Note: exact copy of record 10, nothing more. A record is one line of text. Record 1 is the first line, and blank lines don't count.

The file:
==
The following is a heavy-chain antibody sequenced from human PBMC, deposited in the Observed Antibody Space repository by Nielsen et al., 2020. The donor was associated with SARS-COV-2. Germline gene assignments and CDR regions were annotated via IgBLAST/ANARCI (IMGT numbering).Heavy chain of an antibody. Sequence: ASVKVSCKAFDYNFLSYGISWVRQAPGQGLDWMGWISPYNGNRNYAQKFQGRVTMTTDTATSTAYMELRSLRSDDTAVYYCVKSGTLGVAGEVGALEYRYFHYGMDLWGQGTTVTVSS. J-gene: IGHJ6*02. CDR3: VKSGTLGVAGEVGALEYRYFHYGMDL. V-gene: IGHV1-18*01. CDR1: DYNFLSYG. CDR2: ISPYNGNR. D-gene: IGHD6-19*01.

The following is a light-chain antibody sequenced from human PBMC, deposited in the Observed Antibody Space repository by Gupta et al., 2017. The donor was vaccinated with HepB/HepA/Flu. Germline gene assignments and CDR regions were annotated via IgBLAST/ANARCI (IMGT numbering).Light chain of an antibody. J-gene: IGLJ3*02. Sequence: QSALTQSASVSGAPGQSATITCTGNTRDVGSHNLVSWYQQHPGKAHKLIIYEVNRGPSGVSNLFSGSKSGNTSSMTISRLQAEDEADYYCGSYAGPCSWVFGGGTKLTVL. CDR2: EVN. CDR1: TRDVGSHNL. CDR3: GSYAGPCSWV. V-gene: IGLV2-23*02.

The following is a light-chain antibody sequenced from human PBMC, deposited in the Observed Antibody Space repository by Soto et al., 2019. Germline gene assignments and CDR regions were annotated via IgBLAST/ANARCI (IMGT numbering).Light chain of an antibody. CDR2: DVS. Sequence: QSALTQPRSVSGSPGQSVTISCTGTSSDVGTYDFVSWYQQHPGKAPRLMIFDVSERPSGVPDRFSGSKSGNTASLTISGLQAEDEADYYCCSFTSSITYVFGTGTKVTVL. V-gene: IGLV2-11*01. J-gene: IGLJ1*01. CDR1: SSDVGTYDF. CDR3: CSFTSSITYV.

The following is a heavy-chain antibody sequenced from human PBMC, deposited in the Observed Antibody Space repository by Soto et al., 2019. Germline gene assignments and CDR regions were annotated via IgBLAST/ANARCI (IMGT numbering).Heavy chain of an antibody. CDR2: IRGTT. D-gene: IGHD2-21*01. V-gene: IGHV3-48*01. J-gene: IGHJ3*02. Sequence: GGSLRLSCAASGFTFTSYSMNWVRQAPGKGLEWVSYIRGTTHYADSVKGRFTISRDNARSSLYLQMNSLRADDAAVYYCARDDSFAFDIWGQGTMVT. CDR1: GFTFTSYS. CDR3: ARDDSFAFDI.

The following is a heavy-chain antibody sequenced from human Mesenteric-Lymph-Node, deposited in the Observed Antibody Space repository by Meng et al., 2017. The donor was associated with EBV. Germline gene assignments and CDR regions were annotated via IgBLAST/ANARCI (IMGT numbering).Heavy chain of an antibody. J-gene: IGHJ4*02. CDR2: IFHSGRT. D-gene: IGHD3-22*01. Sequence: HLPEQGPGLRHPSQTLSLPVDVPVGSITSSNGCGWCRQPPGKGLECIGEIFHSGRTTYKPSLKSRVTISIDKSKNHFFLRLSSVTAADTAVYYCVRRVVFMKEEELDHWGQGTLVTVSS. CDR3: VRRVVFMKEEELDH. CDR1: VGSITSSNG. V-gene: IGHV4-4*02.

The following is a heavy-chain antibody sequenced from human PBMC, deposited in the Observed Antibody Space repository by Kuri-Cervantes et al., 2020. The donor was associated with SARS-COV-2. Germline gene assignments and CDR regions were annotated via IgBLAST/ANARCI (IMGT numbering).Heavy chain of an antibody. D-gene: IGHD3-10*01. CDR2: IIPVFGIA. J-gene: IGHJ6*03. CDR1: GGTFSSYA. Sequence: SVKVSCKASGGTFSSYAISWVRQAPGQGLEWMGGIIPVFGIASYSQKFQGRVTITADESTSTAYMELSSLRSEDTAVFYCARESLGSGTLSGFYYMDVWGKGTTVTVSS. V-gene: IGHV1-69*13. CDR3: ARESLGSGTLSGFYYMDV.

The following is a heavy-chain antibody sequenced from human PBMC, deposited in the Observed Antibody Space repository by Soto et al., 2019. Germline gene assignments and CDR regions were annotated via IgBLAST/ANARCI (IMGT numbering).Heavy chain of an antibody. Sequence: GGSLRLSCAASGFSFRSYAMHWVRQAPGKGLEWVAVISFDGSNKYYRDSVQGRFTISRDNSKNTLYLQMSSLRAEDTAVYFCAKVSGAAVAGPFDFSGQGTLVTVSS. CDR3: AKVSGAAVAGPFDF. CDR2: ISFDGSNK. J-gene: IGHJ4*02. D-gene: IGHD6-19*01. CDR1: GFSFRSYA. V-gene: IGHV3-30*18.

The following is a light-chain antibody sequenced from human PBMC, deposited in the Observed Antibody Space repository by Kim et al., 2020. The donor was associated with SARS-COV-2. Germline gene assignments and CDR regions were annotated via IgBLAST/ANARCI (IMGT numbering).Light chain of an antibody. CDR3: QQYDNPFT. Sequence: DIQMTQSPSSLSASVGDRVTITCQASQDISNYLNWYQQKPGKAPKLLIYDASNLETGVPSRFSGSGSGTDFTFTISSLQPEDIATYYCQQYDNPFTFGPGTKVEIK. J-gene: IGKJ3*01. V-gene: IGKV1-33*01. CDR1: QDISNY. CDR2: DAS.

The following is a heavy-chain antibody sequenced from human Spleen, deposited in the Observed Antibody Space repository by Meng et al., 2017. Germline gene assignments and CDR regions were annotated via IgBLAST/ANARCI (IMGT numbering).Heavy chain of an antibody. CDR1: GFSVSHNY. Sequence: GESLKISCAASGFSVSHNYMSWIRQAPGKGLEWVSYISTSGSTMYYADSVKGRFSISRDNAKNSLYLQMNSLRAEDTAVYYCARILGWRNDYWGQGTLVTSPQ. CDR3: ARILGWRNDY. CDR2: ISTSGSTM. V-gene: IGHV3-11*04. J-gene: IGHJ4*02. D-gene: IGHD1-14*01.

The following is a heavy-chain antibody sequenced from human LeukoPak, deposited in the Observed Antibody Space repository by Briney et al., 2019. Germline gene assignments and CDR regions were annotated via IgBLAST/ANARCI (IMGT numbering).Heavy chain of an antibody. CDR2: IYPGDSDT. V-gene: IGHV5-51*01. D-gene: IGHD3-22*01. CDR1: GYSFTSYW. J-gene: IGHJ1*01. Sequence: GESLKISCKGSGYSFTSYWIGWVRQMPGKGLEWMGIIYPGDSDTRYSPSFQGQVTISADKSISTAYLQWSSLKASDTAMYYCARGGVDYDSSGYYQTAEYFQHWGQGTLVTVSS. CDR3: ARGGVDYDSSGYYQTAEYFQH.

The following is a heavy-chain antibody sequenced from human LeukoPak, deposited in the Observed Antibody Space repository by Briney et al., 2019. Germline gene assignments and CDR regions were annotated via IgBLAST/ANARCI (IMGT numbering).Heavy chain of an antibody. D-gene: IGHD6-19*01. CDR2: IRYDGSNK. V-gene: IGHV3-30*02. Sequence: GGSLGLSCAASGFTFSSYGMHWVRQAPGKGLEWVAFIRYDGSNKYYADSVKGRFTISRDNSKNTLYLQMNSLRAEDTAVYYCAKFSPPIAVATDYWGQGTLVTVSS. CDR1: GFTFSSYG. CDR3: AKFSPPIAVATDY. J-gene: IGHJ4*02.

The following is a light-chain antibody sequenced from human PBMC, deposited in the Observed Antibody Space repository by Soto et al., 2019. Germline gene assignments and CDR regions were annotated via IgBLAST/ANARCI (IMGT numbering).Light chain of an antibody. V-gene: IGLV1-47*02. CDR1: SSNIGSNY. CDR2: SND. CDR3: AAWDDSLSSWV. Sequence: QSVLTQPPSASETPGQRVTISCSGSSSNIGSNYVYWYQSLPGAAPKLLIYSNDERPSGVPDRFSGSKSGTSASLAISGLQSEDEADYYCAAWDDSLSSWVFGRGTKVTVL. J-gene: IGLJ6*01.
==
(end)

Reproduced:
The following is a heavy-chain antibody sequenced from human LeukoPak, deposited in the Observed Antibody Space repository by Briney et al., 2019. Germline gene assignments and CDR regions were annotated via IgBLAST/ANARCI (IMGT numbering).Heavy chain of an antibody. CDR2: IYPGDSDT. V-gene: IGHV5-51*01. D-gene: IGHD3-22*01. CDR1: GYSFTSYW. J-gene: IGHJ1*01. Sequence: GESLKISCKGSGYSFTSYWIGWVRQMPGKGLEWMGIIYPGDSDTRYSPSFQGQVTISADKSISTAYLQWSSLKASDTAMYYCARGGVDYDSSGYYQTAEYFQHWGQGTLVTVSS. CDR3: ARGGVDYDSSGYYQTAEYFQH.